Written by Jen Finn
Commercial and sport sockeye fishing remained closed on the Fraser River system this week, as the Pacific Salmon Commission reported a lower than expected return of fish in what was already expected to be a poor return year.
Based on the latest test fisheries, the commission's Fraser River Panel upgraded its forecast of early summer-run sockeye from 400,000 to 452,000 fish. The following summer run "is either lower than forecast or their migration timing is much later than expected," the joint Canada-U.S. panel reported this week.
The proportion of late-run sockeye through ocean approach areas has increased in recent days. The late run is expected to be dominated by Birkinhead, Weaver and Late Shuswap sockeye, with some from the Portage and Cultus Lake systems.
Water level and temperature in the Fraser system is another concern, after a dry early summer. As of Aug. 5, Fraser River water discharge at Hope was 26 per cent lower than average for that date. The temperature was 20.5 degrees, 2.8 degrees higher than average, a condition that would risk high pre-spawning death if it continues.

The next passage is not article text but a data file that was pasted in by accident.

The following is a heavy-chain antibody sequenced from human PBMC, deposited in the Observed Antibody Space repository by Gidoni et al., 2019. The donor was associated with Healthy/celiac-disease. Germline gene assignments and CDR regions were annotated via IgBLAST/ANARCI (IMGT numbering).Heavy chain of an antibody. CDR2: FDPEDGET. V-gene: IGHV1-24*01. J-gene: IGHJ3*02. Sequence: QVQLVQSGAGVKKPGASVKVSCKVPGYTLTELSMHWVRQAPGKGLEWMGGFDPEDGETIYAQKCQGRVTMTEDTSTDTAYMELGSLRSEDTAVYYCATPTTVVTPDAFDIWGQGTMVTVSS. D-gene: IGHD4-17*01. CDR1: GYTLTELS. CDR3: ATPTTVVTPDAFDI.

Read the full story at the Rossland News>>
Abe Williams, who was elected to the Bristol Bay Regional Seafood Development Association board last spring, has been selected as the new president as of September.
Williams fishes the F/V Crimson Fury, and is president of Nuna Resources, a nonprofit that supports sustainable resource development in rural Alaska, including fighting for an international solution to issues raised by the proposed Pebble Mine project.Read more...
The Harte Research Institute for Gulf of Mexico Studies at Texas A&M University-Corpus Christi is teaming up with leading shark-tracking nonprofit Ocearch to build the most extensive shark-tagging program in the Gulf of Mexico region.
In October, Ocearch is bringing its unique research vessel, the M/V Ocearch, to the gulf for a multi-species study to generate previously unattainable data on critical shark species, including hammerhead, tiger and mako sharks.Read more...